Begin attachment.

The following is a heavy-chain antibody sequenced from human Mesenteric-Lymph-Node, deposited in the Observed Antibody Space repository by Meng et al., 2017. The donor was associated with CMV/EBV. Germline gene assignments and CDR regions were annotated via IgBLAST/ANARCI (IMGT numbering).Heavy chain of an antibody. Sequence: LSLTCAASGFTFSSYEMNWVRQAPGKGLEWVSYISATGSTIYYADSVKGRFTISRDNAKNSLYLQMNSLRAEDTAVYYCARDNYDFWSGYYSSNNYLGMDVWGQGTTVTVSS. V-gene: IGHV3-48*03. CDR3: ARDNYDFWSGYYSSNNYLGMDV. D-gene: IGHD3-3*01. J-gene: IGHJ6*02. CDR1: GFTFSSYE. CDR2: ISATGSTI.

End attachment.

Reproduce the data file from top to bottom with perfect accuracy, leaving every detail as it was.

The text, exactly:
The following is a heavy-chain antibody sequenced from human Mesenteric-Lymph-Node, deposited in the Observed Antibody Space repository by Meng et al., 2017. The donor was associated with CMV/EBV. Germline gene assignments and CDR regions were annotated via IgBLAST/ANARCI (IMGT numbering).Heavy chain of an antibody. Sequence: LSLTCAASGFTFSSYEMNWVRQAPGKGLEWVSYISATGSTIYYADSVKGRFTISRDNAKNSLYLQMNSLRAEDTAVYYCARDNYDFWSGYYSSNNYLGMDVWGQGTTVTVSS. V-gene: IGHV3-48*03. CDR3: ARDNYDFWSGYYSSNNYLGMDV. D-gene: IGHD3-3*01. J-gene: IGHJ6*02. CDR1: GFTFSSYE. CDR2: ISATGSTI.